In any era, that would be a bold, somewhat risky act. It was particularly so on this occasion, due to the Supreme Court’s recent (1962) decision declaring public school prayer unconstitutional.

If there was fallout from the incident, whether from faculty, staff, parents, or students, I was not aware of it. However, on that morning five decades ago, Mr. Maza could not predict what the outcome of his prayer might be. Nevertheless, he obviously believed that the gravity of the situation warranted a public statement of trust in God. Though today I do not support mandatory, audible prayer in the classroom (for reasons I will not discuss here), I will always appreciate and respect Mr. Maza’s bold, potentially costly decision to pray in the wake of such a tragic, world-shattering event. I salute you, Mr. Maza.

November 22, 2013 • © 2013, Richard D. Stoltz

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Creative Writing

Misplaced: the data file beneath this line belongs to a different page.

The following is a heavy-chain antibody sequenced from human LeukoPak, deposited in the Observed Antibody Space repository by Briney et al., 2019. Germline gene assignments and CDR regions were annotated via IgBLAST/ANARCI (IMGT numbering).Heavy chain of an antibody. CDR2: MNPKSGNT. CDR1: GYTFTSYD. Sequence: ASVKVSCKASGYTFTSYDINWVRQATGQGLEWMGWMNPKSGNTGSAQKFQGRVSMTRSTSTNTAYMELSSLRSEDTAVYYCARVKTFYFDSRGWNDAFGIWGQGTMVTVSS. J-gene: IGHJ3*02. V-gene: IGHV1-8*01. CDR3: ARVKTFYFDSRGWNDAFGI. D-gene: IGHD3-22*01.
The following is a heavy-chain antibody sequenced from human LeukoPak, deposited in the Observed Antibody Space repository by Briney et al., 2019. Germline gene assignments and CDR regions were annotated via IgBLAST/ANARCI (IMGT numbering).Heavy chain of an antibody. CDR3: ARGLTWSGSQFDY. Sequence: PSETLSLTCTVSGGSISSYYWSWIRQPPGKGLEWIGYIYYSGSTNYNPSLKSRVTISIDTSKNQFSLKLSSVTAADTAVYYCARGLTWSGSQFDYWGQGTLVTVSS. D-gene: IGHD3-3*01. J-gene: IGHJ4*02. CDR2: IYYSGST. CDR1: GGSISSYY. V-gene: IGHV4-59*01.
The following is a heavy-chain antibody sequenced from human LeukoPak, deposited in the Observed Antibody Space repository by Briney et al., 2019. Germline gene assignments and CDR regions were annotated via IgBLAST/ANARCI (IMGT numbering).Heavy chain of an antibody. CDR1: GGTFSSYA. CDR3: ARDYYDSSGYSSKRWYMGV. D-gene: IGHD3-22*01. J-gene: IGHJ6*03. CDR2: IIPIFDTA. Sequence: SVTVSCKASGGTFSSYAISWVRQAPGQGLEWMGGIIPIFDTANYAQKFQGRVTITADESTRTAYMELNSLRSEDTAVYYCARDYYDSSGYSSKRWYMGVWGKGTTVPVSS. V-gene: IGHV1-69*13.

Vietnam Blues

War Is Hell

Vietnam Blues

by Rick Stoltz

There’s a murky white cataract over Steve’s left eye / making it almost impossible for him to see / and difficult for anyone, even drinking buddies, / to look at him. Some find it repugnant. / Me? I find it sad. Remembering.

He coughs and snorts almost constantly now. / Still he smokes like a chimney. Like there’s no tomorrow. / Truthfully, there aren’t many. “You need to quit,” I tell him. / I don’t wait for the answer. “What for?” he responds. / No point in saying. He knows.